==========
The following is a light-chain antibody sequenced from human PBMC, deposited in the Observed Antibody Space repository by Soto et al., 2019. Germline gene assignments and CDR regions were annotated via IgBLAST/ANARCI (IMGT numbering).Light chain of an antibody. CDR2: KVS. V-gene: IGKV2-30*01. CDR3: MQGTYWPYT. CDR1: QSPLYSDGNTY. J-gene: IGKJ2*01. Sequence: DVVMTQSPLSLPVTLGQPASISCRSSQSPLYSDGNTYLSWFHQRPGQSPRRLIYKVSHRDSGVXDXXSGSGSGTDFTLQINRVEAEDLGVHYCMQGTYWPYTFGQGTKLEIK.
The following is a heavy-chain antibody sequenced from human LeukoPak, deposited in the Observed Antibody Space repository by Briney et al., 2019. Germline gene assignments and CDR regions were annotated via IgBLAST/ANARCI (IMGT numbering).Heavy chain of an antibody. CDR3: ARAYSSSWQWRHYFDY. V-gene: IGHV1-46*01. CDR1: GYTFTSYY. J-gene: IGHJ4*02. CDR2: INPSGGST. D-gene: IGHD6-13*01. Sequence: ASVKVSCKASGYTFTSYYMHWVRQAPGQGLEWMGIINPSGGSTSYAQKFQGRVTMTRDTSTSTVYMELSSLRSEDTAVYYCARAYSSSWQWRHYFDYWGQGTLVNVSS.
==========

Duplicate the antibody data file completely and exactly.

The following is a light-chain antibody sequenced from human PBMC, deposited in the Observed Antibody Space repository by Soto et al., 2019. Germline gene assignments and CDR regions were annotated via IgBLAST/ANARCI (IMGT numbering).Light chain of an antibody. CDR2: KVS. V-gene: IGKV2-30*01. CDR3: MQGTYWPYT. CDR1: QSPLYSDGNTY. J-gene: IGKJ2*01. Sequence: DVVMTQSPLSLPVTLGQPASISCRSSQSPLYSDGNTYLSWFHQRPGQSPRRLIYKVSHRDSGVXDXXSGSGSGTDFTLQINRVEAEDLGVHYCMQGTYWPYTFGQGTKLEIK.
The following is a heavy-chain antibody sequenced from human LeukoPak, deposited in the Observed Antibody Space repository by Briney et al., 2019. Germline gene assignments and CDR regions were annotated via IgBLAST/ANARCI (IMGT numbering).Heavy chain of an antibody. CDR3: ARAYSSSWQWRHYFDY. V-gene: IGHV1-46*01. CDR1: GYTFTSYY. J-gene: IGHJ4*02. CDR2: INPSGGST. D-gene: IGHD6-13*01. Sequence: ASVKVSCKASGYTFTSYYMHWVRQAPGQGLEWMGIINPSGGSTSYAQKFQGRVTMTRDTSTSTVYMELSSLRSEDTAVYYCARAYSSSWQWRHYFDYWGQGTLVNVSS.